At a time when big banks have reduced their inventories of corporate bonds to their lowest levels in years, fixed-income exchange traded funds have expanded their assets to a record high, as big and small investors use the funds to ride the great bull run in bonds.
The diverging fortunes have prompted some proponents of ETFs, which seek to replicate the returns of a variety of assets, to suggest they might help replace some of the bond market liquidity lost by the retreat of dealer banks.
“There’s a lot of discussion about ETFs as an alternative source of liquidity,” says Rob Friend, head of the fixed income business at Bloomberg, which has been bulking up its functions for fixed income ETFs. “As balance sheets get reduced on the sellside, the buyside is looking for other sources of liquidity in bond markets.”
ETFs promise investors the ability to dart cheaply and easily into and out of assets that might otherwise be more expensive or difficult for them to obtain.
This promise has attracted swarms of “mom and pop” retail investors as well as larger institutional investors such as pension funds, insurers and hedge funds. These investors have poured more than $1tn into fixed-income ETFs over the past few years.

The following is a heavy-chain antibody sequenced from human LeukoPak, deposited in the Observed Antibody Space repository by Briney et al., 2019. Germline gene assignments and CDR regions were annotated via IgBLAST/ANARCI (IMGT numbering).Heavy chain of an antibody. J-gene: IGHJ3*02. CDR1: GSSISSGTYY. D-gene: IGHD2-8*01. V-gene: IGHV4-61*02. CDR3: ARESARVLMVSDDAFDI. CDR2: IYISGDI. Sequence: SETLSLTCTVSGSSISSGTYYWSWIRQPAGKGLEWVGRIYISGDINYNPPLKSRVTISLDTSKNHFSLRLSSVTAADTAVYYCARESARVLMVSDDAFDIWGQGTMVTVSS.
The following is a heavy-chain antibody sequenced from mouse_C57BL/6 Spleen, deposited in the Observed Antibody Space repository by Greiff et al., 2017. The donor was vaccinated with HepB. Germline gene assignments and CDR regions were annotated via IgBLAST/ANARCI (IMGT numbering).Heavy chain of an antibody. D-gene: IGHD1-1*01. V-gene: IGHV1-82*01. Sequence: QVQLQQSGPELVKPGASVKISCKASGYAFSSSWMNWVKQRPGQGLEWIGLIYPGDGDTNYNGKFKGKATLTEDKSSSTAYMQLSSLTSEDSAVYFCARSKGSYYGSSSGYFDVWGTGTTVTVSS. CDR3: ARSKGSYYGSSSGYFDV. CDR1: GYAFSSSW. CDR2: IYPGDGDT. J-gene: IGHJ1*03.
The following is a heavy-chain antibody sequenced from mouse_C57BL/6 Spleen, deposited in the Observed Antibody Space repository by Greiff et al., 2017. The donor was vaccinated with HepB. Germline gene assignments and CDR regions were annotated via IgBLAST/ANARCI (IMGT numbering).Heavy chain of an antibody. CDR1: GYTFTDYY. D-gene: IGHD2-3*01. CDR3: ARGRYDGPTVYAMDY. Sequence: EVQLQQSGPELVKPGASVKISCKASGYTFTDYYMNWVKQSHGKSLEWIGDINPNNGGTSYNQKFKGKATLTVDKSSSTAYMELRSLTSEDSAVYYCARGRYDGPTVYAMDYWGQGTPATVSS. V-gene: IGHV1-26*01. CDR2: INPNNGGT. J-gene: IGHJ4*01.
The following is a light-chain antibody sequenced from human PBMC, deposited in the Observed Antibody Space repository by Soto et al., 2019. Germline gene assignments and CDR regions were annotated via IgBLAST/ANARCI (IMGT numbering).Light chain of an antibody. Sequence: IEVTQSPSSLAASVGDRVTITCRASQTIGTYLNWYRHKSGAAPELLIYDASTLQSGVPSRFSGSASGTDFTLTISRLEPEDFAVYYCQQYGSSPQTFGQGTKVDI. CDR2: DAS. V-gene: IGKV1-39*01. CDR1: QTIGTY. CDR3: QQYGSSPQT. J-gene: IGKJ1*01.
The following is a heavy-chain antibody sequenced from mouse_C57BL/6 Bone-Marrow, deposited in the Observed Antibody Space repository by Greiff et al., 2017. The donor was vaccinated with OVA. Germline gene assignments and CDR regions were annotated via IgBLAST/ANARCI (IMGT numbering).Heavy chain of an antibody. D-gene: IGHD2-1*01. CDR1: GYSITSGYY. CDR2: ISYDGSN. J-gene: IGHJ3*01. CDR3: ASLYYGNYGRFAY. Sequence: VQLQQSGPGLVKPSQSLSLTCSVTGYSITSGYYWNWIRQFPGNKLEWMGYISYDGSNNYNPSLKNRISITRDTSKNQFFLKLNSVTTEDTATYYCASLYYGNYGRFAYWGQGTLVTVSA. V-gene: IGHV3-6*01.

The growing size of fixed-income ETFs has not gone unnoticed by bond traders at the big dealer banks. They say that the movement of money into and out of fixed-income ETFs can magnify swings in bond prices in an already thinly-traded market. “ETFs are definitely a part of our market,” says Rob Smalley, US credit strategist at UBS, the Swiss bank. “Large inflows or outflows do have a perceptible impact.”
That volatility was on full display this summer, when talk of the Federal Reserve “tapering” its emergency economic policies caused a sharp sell-off in bonds.
At least two of the big financial companies that support ETFs curbed “redemptions” on some of their fixed-income funds amid heavy one-way selling. Mr Friend says: “It’s hard to know exactly what’s going to happen. If the market decides that fixed income asset exposure needs to reduce, then people will need to think about selling those assets.”
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